Some people have so much faith in artificial intelligence that they believe it represents a code-based god. Others have argued it’s another over-hyped tech that doesn’t live up to its sky-high expectations.If you’re in the mood for some Friday blasphemy and want to decide for yourself, play the “Divine or Benign” quiz, developed by developer Tobias Hermann in 2016. The quiz feeds you ten images of text on a Dead Sea Scrolls-type aesthetic backdrop. Your job is to determine if a line is actually from the Bible, or if it’s just nonsense generated by a neural network.
According to the website, the "Benign" text is generated using a recurrent neural network. This is a kind of computing system that digitally attempts to mimic the brain and uses “loops” that make it useful for analyzing language. Neural networks learn to produce new outputs—like text, or an image—after being “trained” on a large amount of input data. In this case, the Bible.After getting the first question wrong (I incorrectly attributed the text to the neural network), I realized a convenient winning strategy: the coherent sentences are probably from the Bible. Text that has a verb with an out-of-place “-eth” is probably the neural network trying to speak like an ancient writer.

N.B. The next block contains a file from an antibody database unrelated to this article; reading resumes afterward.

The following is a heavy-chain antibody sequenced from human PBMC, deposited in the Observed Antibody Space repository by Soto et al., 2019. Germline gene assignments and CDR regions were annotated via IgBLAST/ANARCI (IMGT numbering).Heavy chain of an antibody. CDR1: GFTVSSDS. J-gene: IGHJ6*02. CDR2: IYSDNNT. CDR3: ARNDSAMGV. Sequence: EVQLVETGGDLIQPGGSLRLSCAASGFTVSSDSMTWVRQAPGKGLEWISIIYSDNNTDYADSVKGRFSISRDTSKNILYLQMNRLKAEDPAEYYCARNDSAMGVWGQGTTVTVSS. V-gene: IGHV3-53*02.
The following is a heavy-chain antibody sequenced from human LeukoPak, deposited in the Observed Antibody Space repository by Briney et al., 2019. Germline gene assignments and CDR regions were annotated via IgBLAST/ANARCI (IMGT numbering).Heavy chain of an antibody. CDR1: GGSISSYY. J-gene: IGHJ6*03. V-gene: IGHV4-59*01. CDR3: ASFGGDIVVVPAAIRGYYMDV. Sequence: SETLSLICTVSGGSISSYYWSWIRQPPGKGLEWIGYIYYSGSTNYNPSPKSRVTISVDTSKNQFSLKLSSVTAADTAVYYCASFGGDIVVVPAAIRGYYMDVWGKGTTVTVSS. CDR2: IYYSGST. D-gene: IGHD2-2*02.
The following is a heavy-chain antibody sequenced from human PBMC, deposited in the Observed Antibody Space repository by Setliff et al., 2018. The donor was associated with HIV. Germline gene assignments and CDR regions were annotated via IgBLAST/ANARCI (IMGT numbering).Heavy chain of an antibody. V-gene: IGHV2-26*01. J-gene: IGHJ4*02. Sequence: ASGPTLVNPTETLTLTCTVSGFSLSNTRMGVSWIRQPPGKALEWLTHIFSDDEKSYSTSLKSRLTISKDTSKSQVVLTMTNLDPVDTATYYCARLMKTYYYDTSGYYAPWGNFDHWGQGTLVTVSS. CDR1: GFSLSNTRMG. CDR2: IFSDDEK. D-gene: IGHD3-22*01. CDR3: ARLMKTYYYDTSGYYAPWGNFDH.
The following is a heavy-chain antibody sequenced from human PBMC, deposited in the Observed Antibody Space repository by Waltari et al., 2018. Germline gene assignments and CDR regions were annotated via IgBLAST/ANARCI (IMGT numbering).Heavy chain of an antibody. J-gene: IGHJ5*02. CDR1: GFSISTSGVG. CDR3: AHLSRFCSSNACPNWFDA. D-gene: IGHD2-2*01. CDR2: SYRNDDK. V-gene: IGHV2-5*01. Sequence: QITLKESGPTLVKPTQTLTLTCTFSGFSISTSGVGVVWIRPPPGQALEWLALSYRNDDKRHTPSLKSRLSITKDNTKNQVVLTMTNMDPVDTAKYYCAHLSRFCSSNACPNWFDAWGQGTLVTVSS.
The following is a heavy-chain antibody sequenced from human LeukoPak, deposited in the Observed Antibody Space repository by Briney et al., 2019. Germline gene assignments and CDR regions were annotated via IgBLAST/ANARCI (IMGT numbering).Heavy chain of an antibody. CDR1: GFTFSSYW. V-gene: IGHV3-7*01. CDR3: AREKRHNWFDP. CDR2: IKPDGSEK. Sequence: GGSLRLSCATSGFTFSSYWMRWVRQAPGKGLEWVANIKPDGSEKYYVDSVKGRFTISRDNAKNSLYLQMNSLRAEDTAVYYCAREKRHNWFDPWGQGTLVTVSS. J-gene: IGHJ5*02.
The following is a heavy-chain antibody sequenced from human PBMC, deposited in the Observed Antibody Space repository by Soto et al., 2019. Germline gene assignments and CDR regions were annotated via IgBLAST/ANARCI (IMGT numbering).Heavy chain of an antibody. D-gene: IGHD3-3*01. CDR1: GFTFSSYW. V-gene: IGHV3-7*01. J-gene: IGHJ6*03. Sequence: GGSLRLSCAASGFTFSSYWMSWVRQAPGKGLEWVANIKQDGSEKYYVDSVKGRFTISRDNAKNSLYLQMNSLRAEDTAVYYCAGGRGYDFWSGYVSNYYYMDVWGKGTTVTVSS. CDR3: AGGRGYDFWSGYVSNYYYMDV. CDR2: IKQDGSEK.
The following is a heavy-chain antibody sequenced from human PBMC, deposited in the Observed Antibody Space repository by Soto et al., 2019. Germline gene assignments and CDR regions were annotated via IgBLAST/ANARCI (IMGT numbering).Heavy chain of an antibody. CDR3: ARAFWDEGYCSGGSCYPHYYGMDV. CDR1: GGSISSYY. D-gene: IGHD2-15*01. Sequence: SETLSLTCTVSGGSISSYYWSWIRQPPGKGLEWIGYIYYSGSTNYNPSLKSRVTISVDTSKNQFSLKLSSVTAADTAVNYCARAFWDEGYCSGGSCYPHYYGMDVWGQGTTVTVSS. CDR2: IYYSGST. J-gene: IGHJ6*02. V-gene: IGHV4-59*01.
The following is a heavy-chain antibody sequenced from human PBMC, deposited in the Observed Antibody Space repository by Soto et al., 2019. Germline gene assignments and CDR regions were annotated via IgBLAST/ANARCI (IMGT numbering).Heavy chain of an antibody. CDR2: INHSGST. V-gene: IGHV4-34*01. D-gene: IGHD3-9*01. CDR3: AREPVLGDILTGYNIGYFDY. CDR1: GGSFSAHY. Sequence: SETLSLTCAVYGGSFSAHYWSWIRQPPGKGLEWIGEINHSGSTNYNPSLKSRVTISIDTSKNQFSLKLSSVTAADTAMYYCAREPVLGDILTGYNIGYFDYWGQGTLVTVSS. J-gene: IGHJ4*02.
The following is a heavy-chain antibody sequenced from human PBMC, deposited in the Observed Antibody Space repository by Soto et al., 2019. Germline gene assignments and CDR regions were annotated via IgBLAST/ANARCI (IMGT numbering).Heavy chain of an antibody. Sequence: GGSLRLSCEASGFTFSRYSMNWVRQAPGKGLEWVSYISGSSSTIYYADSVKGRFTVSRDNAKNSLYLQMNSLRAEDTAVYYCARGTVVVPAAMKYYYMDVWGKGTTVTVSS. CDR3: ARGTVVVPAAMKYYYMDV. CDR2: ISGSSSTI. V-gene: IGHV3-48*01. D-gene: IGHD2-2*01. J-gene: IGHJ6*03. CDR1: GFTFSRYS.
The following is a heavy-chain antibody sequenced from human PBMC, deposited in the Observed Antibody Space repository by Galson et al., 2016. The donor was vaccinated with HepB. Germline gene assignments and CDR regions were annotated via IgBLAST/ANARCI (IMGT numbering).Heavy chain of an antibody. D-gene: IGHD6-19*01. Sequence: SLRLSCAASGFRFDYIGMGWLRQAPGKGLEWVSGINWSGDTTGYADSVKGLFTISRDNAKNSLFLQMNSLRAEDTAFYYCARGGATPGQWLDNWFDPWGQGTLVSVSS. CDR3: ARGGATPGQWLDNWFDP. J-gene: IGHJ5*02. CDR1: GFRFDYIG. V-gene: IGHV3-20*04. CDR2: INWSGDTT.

This made me wonder: is it disrespectful to “train” a neural network on the Bible, or use them to produce fake religious texts? There isn’t exactly a Bible verse that tells you if a neural network is blasphemous or not.Still, as someone who went to a Catholic school for three years and had to read and annotate the Bible for class, I thought that this tool has an interesting side effect: it makes you read the Bible carefully and critically, to understand it. But if you’re not religious, like me, a game like this won’t suddenly change that.In any event, it’s just amusing to see a neural network literally try to play god.